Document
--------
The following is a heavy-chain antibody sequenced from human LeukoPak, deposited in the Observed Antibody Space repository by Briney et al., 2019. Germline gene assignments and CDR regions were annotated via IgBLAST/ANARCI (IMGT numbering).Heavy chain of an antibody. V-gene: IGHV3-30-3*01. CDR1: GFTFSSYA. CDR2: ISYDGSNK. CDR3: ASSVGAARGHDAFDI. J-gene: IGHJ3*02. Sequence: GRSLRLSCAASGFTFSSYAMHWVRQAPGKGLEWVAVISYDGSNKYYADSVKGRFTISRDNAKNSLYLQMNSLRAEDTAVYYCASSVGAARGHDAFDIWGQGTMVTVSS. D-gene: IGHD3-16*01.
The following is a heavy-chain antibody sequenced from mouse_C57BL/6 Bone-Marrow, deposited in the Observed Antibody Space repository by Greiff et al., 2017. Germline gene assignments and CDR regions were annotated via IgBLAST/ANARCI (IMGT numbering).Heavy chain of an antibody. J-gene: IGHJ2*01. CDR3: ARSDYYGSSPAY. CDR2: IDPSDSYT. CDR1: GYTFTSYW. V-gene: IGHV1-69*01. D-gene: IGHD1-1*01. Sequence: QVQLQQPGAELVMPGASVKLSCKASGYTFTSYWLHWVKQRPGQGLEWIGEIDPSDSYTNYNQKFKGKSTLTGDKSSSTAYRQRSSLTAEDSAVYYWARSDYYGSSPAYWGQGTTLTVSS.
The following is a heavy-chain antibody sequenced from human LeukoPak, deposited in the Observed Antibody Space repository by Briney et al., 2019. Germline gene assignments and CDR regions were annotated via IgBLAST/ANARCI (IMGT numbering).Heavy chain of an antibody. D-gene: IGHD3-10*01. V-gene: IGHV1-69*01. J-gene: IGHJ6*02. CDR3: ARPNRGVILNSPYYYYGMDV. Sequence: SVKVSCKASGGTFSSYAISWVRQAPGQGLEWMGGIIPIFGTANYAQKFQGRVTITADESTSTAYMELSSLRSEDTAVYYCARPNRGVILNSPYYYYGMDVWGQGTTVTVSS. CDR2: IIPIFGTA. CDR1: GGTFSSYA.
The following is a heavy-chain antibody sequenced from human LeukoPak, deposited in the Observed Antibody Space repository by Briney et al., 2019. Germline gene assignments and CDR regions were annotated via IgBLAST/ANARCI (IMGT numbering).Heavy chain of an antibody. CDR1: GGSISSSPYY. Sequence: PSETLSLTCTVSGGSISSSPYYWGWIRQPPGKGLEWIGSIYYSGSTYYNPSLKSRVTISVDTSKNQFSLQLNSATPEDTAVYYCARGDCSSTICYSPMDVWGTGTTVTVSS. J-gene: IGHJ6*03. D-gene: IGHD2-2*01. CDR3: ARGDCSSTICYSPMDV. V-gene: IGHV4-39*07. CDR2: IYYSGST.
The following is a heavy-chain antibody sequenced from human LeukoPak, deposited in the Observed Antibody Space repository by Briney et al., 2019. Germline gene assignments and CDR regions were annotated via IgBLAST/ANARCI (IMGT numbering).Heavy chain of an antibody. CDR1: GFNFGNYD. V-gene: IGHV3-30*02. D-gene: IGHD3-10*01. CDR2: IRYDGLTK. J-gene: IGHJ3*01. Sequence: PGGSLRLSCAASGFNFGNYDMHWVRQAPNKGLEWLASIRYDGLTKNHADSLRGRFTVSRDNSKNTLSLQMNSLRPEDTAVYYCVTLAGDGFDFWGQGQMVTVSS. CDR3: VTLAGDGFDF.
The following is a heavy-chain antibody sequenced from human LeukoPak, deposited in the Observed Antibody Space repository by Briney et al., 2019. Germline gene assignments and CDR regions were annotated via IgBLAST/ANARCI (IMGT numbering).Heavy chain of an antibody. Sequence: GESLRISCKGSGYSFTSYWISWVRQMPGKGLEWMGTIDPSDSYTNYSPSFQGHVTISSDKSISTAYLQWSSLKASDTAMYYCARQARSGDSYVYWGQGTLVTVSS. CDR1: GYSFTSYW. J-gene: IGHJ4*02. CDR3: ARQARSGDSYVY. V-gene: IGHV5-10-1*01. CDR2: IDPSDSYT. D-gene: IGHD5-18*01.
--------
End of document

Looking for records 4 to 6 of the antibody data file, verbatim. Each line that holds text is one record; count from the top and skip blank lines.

The following is a heavy-chain antibody sequenced from human LeukoPak, deposited in the Observed Antibody Space repository by Briney et al., 2019. Germline gene assignments and CDR regions were annotated via IgBLAST/ANARCI (IMGT numbering).Heavy chain of an antibody. CDR1: GGSISSSPYY. Sequence: PSETLSLTCTVSGGSISSSPYYWGWIRQPPGKGLEWIGSIYYSGSTYYNPSLKSRVTISVDTSKNQFSLQLNSATPEDTAVYYCARGDCSSTICYSPMDVWGTGTTVTVSS. J-gene: IGHJ6*03. D-gene: IGHD2-2*01. CDR3: ARGDCSSTICYSPMDV. V-gene: IGHV4-39*07. CDR2: IYYSGST.
The following is a heavy-chain antibody sequenced from human LeukoPak, deposited in the Observed Antibody Space repository by Briney et al., 2019. Germline gene assignments and CDR regions were annotated via IgBLAST/ANARCI (IMGT numbering).Heavy chain of an antibody. CDR1: GFNFGNYD. V-gene: IGHV3-30*02. D-gene: IGHD3-10*01. CDR2: IRYDGLTK. J-gene: IGHJ3*01. Sequence: PGGSLRLSCAASGFNFGNYDMHWVRQAPNKGLEWLASIRYDGLTKNHADSLRGRFTVSRDNSKNTLSLQMNSLRPEDTAVYYCVTLAGDGFDFWGQGQMVTVSS. CDR3: VTLAGDGFDF.
The following is a heavy-chain antibody sequenced from human LeukoPak, deposited in the Observed Antibody Space repository by Briney et al., 2019. Germline gene assignments and CDR regions were annotated via IgBLAST/ANARCI (IMGT numbering).Heavy chain of an antibody. Sequence: GESLRISCKGSGYSFTSYWISWVRQMPGKGLEWMGTIDPSDSYTNYSPSFQGHVTISSDKSISTAYLQWSSLKASDTAMYYCARQARSGDSYVYWGQGTLVTVSS. CDR1: GYSFTSYW. J-gene: IGHJ4*02. CDR3: ARQARSGDSYVY. V-gene: IGHV5-10-1*01. CDR2: IDPSDSYT. D-gene: IGHD5-18*01.